Corporate Venture Capital is a practice that gained lots of momentum in the past years and for the right reasons. When done correctly, it is a WIN-WIN (-WIN) situation where both the start-up and the company benefit (and the society too.)
“I hate corporate investing!” said Fred Wilson in multiple interviews. “It’s dumb, corporations should BUY companies” he went on to say. Without neglecting his achievements and legacy, Fred Wilson’s point is one-sided. He might be talking about the outdated practices of corporate investing for financial reasons only, or he was simply frustrated with the growing competition for his investment opportunities.
But this is not the case anymore. Established companies and corporations have understood the dangers of not keeping up with the fast-moving world we live in and the opportunities they can unlock by supporting innovative young start-ups.
What is the role of Corporate Venture Capital?
Corporate Venture Capital is the practice of large established companies and corporations investing in early-stage innovative (or even disruptive) start-ups to access new technologies and adopting the agile approach that the start-ups have and the corporations lack. They do this by creating specialized investment arms that function similar to VC funds but with different purposes. For corporations, the investment is mostly strategic, without a focus on financial returns. Not in the short term at least.
They provide capital but also assist with business and product development and offer most of their resources and market expertise so that the start-ups can accelerate their growth.
The practice goes back over 100 years, to 1914, when Pierre S du Pont, owner of a big chemical and plastic manufacturing business invested in General Motors, a 6-year-old small private company at the time. Their relationship continued during and after the world wars, as their goals were both strategic and financial, the same as with most CVCs today.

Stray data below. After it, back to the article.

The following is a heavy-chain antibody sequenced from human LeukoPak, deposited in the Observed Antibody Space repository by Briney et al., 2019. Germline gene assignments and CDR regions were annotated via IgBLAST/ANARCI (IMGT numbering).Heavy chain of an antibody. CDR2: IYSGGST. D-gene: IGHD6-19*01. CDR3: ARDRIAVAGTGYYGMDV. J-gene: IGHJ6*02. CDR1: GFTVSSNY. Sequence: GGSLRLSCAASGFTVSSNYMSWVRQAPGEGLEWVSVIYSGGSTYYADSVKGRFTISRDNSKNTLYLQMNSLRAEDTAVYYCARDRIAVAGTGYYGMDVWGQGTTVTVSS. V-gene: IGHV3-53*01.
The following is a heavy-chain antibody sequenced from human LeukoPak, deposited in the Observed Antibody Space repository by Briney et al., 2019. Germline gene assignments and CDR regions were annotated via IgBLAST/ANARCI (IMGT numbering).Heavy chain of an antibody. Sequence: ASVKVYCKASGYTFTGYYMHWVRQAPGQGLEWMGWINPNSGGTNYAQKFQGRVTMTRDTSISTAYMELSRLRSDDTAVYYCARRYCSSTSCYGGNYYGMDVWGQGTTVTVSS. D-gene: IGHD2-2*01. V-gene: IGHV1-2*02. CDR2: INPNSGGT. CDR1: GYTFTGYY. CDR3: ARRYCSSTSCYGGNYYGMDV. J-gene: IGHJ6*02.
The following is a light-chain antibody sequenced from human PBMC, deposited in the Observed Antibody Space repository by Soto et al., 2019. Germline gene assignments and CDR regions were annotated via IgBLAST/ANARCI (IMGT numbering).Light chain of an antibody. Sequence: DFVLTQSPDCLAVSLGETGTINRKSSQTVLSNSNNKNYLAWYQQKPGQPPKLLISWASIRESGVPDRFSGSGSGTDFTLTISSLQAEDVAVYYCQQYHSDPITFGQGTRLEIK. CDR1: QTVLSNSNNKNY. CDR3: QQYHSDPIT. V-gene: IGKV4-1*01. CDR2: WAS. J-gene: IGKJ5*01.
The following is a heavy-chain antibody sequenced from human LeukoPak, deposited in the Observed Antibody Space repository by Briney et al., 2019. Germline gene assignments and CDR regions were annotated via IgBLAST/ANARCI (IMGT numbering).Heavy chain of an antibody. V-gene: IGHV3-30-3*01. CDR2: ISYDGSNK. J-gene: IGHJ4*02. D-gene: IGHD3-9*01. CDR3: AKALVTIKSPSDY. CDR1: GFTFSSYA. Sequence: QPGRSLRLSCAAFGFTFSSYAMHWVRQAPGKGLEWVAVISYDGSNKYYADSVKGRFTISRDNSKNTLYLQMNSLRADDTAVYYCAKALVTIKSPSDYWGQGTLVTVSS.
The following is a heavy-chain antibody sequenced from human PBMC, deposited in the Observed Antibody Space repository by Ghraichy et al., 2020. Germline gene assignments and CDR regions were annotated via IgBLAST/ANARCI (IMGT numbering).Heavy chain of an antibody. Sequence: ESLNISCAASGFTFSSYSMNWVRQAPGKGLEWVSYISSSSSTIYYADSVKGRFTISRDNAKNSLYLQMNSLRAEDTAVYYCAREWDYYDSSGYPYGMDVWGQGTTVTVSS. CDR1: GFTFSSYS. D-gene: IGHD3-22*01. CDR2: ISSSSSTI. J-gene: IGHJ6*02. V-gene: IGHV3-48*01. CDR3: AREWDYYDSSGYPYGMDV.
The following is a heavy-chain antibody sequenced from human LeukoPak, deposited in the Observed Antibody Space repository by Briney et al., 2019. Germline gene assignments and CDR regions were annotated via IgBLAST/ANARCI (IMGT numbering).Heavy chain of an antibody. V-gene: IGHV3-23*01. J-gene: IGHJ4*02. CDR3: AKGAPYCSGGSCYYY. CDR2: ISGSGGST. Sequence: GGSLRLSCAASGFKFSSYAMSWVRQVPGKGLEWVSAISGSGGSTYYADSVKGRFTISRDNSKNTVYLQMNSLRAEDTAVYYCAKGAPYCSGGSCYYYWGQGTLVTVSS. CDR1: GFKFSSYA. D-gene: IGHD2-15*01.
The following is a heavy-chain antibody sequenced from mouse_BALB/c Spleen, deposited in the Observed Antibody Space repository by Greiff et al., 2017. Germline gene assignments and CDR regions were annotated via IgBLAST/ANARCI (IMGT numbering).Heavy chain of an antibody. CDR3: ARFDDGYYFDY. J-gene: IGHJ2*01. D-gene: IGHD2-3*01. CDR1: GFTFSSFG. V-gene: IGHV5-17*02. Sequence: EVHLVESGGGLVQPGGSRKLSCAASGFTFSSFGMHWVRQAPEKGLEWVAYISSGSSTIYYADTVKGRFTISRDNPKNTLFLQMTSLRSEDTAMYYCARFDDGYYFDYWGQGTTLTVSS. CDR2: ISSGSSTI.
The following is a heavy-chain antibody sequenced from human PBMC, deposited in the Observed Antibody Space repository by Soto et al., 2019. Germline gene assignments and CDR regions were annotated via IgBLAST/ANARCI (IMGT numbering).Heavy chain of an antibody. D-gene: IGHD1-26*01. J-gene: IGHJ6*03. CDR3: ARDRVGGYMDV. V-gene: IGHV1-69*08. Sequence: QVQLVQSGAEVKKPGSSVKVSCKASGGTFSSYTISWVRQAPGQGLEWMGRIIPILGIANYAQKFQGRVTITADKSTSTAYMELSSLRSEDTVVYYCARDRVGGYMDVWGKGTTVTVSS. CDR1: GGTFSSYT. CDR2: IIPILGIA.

As you can see in the chart above, the most “booms” in corporate venturing took place around major historical events that shaped and defined the business and technology world as we know it. These large companies understood the changes that were happening and jumped in the middle of them to keep their customers and their positions in the market.
But given the speed at which things change today and the historical events that happened in the past few years, corporate venture capital is here to stay. Companies understood the importance of such strategic moves and the need to be ready in the unpredictable environment they live in.
The COVID-19 pandemic was such an event that affected many sectors. This is exactly what accelerated the transition to future technologies and their importance and impact, as the author says in this report by FDI Intelligence.
And CVC is here to stay. According to CBInsights, CVC-backed deals reached a new record in the first half of 2021, with a 133% year-over-year growth. The rise might have been caused by how fast the tech landscape evolved, as well as the start-ups starting to understand the value that a CVC can provide to their business.
The difference between CVC (Corporate Venture Capital) and VC (Venture Capital)
There are a few major differences between CVCs and classical VCs, in terms of their goals, investment horizons, and the value they bring to start-ups.
What are they? – VC funds are companies that have the sole purpose of investing in start-ups for financial reasons, funded by Limited Partners (LPs). Corporate Venture Capital is done by a small team inside a big company that works as an independent arm that invests in start-ups for strategic reasons.
Goals – VCs invest for financial returns achieved by exits from the start-up that satisfy the LPs. CVCs invest strategically to create value for the companies and by acquiring industry know-how, access to technology, and other assets.